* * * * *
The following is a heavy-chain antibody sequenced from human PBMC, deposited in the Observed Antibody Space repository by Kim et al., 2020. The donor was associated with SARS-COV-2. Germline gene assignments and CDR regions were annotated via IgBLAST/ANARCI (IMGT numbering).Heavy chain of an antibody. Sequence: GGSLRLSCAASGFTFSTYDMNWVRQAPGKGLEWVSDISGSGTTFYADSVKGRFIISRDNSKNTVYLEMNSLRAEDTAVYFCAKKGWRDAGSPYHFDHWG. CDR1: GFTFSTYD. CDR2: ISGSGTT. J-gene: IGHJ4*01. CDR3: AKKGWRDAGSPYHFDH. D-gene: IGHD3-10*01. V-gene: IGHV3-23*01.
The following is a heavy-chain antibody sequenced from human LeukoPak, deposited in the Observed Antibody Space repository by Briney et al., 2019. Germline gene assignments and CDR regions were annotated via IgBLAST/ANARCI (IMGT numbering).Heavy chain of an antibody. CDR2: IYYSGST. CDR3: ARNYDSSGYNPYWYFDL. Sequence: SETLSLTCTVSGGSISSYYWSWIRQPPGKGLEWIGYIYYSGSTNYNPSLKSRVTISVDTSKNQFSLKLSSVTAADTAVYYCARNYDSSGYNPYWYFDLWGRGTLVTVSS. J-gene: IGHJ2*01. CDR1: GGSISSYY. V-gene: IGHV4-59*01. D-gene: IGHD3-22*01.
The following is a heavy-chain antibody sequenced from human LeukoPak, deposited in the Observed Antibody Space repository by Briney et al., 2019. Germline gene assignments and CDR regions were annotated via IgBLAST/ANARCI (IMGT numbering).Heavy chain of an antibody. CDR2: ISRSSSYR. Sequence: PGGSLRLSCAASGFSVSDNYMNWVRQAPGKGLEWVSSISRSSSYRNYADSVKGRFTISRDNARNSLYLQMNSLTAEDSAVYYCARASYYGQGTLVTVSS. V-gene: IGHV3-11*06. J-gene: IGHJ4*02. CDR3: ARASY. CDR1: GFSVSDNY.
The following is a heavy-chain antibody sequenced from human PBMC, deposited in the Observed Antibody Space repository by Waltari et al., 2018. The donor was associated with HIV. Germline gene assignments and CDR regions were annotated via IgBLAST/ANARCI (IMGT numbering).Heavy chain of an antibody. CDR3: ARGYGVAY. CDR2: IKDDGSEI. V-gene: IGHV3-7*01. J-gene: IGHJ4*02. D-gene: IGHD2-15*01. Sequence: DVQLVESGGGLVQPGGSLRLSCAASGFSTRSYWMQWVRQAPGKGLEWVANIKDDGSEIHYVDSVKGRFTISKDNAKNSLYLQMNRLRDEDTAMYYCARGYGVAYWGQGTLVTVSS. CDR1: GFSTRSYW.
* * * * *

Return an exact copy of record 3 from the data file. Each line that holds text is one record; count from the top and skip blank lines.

The following is a heavy-chain antibody sequenced from human LeukoPak, deposited in the Observed Antibody Space repository by Briney et al., 2019. Germline gene assignments and CDR regions were annotated via IgBLAST/ANARCI (IMGT numbering).Heavy chain of an antibody. CDR2: ISRSSSYR. Sequence: PGGSLRLSCAASGFSVSDNYMNWVRQAPGKGLEWVSSISRSSSYRNYADSVKGRFTISRDNARNSLYLQMNSLTAEDSAVYYCARASYYGQGTLVTVSS. V-gene: IGHV3-11*06. J-gene: IGHJ4*02. CDR3: ARASY. CDR1: GFSVSDNY.